Well, I've already written posts about what happened with Yoshie and me. I've also already written some mopey ramblings (mostly in Japanese though, maybe). But I'll give a brief recap.

I returned home and we did our best to keep things going over even longer distance than they had been. We missed each other a lot, and sometimes I thought things were harder for her than me because I had done the international thing before. She visited me for a couple weeks near the end of last year. It wasn't a perfect trip, but was a lot better than her first trip to America, I think. And it was awesome to see her after months of just Skype and Gchat.

After that, things started to decline. She started becoming busier with her music life (setting up shows and meeting new bands and artists to play with; tons of rehearsals and practices). In the past she had told me that she was considering moving to America. Maybe we wouldn't be together at first, but it would be a big step towards our future together. But now she started talking a little about how she was considering moving to Fukuoka (the big city near Saga where the majority of the music community lives). I knew that if she moved to Fukuoka, she wouldn't be making plans to leave Japan anytime soon.

Things started getting rough for me. Texts and Skype sessions became fewer as she got busier. I guess being busy also helped take her mind off of us not being together. I started feeling really stressed at work because sometimes days would go by with merely one or two messages between us, whereas in the past we had been back and forth throughout the day. I missed her a lot and I worried that she didn't care as much about the relationship as she used to.

I visited her at the end of April of this year. It was...not a good trip. I'm glad I went and got to see her in person one last time. But while I was there, she had a lot of practices and a couple of shows. I resented that she wasn't spending more time with me; after all, I had spent a lot of money and taken time off from work to visit, and who knows when we would see each other again? She was irritable sometimes, I think because she was feeling so conflicted. Our trip to Nagasaki to meet up with Joe and Lieko was uncomfortable.

One day I kind of broke down emotionally and poured out that I had been thinking about how I wanted to marry her and build a family together, but that these days it seemed more and more like that wouldn't happen. She listened but I don't remember what she told me. Nothing really to resolve anything.

Then about an hour before I was going to leave for the airport, she broke down and told me that she was going to move to Fukuoka. That she was going to remove her relationship status from Facebook and not make posts about it because it was unprofessional. She loved me but she decided that her music had to come first. I told her I understood, and that in light of that we probably wouldn't be able to make things work. When I was on the bus to the airport, she called me crying and asked if I would give her some more time to think. I said I would.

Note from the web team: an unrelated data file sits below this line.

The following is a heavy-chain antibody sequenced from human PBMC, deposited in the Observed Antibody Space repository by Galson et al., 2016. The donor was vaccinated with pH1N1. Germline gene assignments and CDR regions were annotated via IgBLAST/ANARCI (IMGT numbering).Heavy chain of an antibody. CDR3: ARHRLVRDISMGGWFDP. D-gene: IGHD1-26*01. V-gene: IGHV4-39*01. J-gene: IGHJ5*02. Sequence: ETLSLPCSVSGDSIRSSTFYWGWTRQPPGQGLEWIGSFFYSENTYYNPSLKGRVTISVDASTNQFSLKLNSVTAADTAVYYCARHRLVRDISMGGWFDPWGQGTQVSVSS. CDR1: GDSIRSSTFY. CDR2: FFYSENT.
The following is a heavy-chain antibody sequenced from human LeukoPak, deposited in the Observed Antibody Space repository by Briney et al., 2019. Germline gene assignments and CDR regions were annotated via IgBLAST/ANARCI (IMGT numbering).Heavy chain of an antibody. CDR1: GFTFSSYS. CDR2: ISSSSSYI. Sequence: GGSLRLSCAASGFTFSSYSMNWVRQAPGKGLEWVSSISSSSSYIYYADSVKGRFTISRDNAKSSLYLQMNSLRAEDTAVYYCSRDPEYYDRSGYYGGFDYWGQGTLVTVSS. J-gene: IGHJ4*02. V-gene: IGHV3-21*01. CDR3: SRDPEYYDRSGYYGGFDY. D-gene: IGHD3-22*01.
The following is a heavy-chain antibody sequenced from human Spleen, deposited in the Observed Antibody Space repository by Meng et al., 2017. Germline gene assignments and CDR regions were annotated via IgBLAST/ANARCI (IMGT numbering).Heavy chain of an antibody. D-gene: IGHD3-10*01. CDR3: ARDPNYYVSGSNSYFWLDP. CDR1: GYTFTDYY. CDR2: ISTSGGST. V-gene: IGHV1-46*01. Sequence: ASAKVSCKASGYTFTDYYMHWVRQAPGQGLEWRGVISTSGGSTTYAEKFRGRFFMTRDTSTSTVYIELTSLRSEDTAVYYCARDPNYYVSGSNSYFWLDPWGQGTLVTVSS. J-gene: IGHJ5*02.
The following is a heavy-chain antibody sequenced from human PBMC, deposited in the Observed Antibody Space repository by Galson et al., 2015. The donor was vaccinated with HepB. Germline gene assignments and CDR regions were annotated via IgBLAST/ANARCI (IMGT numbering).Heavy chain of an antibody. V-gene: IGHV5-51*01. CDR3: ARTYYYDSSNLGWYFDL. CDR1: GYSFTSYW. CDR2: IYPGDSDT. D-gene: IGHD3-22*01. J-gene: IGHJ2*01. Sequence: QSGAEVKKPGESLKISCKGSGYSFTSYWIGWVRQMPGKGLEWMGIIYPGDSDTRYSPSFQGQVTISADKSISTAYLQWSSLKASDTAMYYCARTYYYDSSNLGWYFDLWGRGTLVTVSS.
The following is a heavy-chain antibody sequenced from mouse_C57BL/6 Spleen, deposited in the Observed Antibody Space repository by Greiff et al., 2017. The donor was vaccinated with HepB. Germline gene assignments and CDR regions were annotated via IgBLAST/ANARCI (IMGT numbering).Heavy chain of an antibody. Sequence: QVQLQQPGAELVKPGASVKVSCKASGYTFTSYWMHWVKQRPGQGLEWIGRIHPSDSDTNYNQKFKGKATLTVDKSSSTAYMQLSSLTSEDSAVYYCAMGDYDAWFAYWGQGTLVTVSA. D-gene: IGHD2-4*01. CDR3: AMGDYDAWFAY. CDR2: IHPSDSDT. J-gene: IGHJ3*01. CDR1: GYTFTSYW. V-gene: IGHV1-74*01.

A week or two later I finally got a chance to talk to her on Skype again and I told her that if this was how things were going to be (we had barely talked since I returned to the States), that we had to break up. I could do long distance, but not indefinitely, and not knowing that I would barely get to talk to her because she would be too busy. God, breakups suck.

Since then we've exchanged one or two emails and we're still friends on Facebook, but I don't know how long all of that will last. I'm trying to get past her, but I'm not doing a good job. Maybe I won't be able to until I meet someone else who I can love.

At any rate, I know that you meet people when you least expect it, but I have a hard time picturing myself with anyone in the near future. Not just because of how I feel, but because of my dismal social life. =P

Conclusion: I'd like to just say that if you are abroad and considering coming home, think carefully and try not to make an emotional choice. But consider your emotions. My main reason for coming back was to get a better job. I thought with my experience and education it wouldn't be too much of a problem, even with the economy the way it is. But it seems having a bachelor's degree and living abroad aren't as strong on a resume as they used to be.

As the JET mantra goes, ESID. In my case, it's very possible things will pick up at some unexpected juncture and I will be better off for having decided to come home. But the sad truth for now is that I often regret my decision. I wish this post had a happier ending, so,'s a puppy:

1 comment:

  1. This post is very motivating. Thank you for your raw honesty.